Senan (Sam Keeley) has just been released from a treatment facility and is taken in by his brother’s wife Abbie (Page) who has been widowed by the outbreak. When he falls in with a militant group of zombie rights activists, Senan struggles to find a balance between his desire to fit in and atone for his crimes and his instinct to stand up for his fellow cured.

To Freyne, his film is really about how we treat each other in today’s mixed up world. It’s a serious movie with serious themes that somehow finds time to deliver the goods when it comes to zombie scares. Freyne’s direction is confident and precise, more so than almost any other movie I saw at the festival this year.

So there you have it. I wore out my phone battery, saw 3 films by female directors, thanked every volunteer that I spoke to, and even managed to see some good movies while I was at it. By now, experienced Bingo players have probably already spotted my path to victory but please feel free to stay tuned for more details.

 

TIFF 2017: Bingo! I Got Bingo!, Part 1

I got TIFF Bingo! I never get TIFF Bingo!

I get close every year but I’m always missing something. Either I didn’t see enough foreign films or didn’t eat enough vegetables. And even for TIFF Bingo, I refuse to ARRRR!

But TIFF victory was mine this year and let me spend my next 3 posts telling you how I pulled it off.

3 Films By Female Directors

Battle of the Sexes– Okay, so only half of the directors are female but judges say… Still counts! Directed by Jonathan Dayton and Valerie Faris (Little Miss Sunshine), Battle of the Sexes tells the behind-the-scenes story of the now-famous exhibition match between Women’s Tennis star Billie Jean King (Emma Stone) and has-been Bobby Riggs (Steve Carell). It’s a hard movie to google or even mention without hearing about how this is the movie we need in these troubled times. “We could use more of those values today,” Dayton quipped while introducing the film. (While the directors deny that the 2016 election had anything to do with their interest in the project, its hard not to see the parallels between the 1973 match and the first Presidential debate last year).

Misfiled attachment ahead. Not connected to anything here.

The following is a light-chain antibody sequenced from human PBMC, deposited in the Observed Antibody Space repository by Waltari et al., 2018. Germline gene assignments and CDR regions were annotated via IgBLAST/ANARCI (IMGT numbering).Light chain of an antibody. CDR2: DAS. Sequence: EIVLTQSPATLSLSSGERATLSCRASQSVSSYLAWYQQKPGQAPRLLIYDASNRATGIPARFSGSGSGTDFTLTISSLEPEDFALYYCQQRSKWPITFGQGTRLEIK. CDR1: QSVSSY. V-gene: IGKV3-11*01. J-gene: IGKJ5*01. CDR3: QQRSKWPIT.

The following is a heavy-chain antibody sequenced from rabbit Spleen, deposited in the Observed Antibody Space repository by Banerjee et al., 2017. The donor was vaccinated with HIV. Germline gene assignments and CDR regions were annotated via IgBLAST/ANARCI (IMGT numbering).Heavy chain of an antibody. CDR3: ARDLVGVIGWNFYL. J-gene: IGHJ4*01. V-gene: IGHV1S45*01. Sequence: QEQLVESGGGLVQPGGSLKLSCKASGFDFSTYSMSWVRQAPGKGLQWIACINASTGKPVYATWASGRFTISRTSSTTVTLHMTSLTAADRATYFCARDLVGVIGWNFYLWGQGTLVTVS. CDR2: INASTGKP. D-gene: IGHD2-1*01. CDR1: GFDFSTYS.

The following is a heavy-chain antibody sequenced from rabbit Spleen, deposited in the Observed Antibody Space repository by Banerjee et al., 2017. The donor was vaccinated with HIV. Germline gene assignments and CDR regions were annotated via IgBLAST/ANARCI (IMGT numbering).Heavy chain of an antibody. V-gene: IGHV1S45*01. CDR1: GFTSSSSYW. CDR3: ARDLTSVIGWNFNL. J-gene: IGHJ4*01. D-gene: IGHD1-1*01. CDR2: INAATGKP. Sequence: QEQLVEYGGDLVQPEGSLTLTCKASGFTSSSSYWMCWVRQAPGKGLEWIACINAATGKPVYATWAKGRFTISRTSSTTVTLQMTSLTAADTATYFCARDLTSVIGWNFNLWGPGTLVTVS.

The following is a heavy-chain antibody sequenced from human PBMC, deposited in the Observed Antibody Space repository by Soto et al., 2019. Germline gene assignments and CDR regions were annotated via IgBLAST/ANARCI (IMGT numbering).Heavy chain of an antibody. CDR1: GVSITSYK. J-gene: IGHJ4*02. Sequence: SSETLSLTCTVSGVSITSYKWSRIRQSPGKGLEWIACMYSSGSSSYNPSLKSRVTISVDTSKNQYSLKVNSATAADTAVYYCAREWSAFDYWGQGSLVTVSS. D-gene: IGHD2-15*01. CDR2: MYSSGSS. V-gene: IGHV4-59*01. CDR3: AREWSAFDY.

Dayton and Faris’ film, written by Slumdog Millionaire’s Simon Beaufoy, relies a little too heavily on their positive message. It’s as if they felt that they were excused from making a smart movie jsut because most of us can agree that, yeah, sexism in general is bad and that King should be allowed to sleep with whichever gender she chooses. Battle of the Sexes has some serious pacing problems throughout the first half and Carell’s scenes tend to drag. And for something that’s billed as a “comedy”, it’s not very funny. Thankfully, things start to come together once King and Riggs start promoting the match and, by the end, the entire Princess of Wales theater was cheering for King to “whoop his ass”, as one audience member put it during the Q&A.

Stone and Carell are well-cast and do right by their characters, even if they both have done better work in better movies. Stone, in particular, nails King’s conflict with her own sexuality and the scenes between her and new lover Marilyn Barnett (Andrea Riseborough) are the best in the film. So the script and direction are uneven but it’s enough to make all of us cheer for King by the end and the men in the audience howl at the screen in outrage at the old timey sexism of the early 70s as if they’ve never heard women described as “irrational” before. It’s just not enough to make anyone remember Battle of the Sexes on nomination day.

Euphoria-  Writer-director Lisa Langseth cast Alicia Vikander in her first lead role in 2009’s Pure and Vikander has never forgotten who gave her her big break. She took a break from winning Oscars and starring in franchise films to produce and star in her old friend’s English-language debut.

Vikander’s Ines and Eva Green’s Emilie are sisters who rarely speak to each other. When the two reunite for a mysterious road trip, Ines is shocked to discover that Emilie has taken her to a country retreat that specializes in assisted suicides. It turns out that Emilie has been secretly battling cancer for the last 3 years and has decided to end her suffering. Her euthanasia is six days away and she has chosen to spend her final days eating her favourite foods and reconciling with her estranged sister.